“In the last three years we’ve seen a reduction from just over 600,000 new businesses being started a year to just over 500,000 started a year. So, a reduction of 100,000 new businesses a year,” he said. “Now, had we not seen that drop- off, we would have had 2 million more jobs approximately.”
Jason Thomas asked how Romney would appeal to “Blue Dog Democrats” like his parents, working-class voters frustrated with the tax breaks they see given to wealthy taxpayers and corporations.
Romney couldn’t speak about a shared, hard-scrabble background. Instead, he warned voters not to be swayed by political attacks.
Then, he turned to the familiar: an impassioned appeal to patriotism that’s a mainstay of his stump speech.
“I love this country. I love the American people,” he said. “It’s everyday Americans that will make the decisions we have to make.”
Obama has shown a capacity to connect spontaneously. Last week during the Ohio meeting, he talked for less than a minute with Andrea Ashley, who told the president her home had been devastated by a flood. Ashley, 42, stood so close to Obama during his speech that she was able to read along on the teleprompter and was surprised and touched to see him mention her story.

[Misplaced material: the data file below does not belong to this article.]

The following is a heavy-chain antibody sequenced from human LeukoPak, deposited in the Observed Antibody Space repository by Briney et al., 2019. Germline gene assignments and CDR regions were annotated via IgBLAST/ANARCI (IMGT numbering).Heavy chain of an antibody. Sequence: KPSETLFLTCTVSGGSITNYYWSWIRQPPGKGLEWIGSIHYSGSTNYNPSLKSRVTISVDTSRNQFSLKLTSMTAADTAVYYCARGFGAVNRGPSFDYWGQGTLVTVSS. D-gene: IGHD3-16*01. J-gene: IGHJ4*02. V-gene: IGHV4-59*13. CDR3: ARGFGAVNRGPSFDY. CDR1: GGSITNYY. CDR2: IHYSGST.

“These folks inspire me, because a lot of them have gone through tough times,” he said. “Andrea is still dealing with the aftermath of the flood that damaged her home.”
“It was not in the teleprompter, but he added it,” Ashley said in an interview. “He really did take away things that we felt, and that meant everything.”
The economic conditions may trump any difficulties the two candidates have connecting with the electorate on a personal level. Still, in difficult times voters may look for a president who moves behind-the-scenes empathy to the forefront, as Franklin Roosevelt was able to do.
When Roosevelt’s funeral train passed by a weeping man in 1945, a journalist asked if he knew the late president.
“I didn’t know the president,” he said, “But he knew me.”
To contact the editor responsible for this story: Jeanne Cummings at email@example.com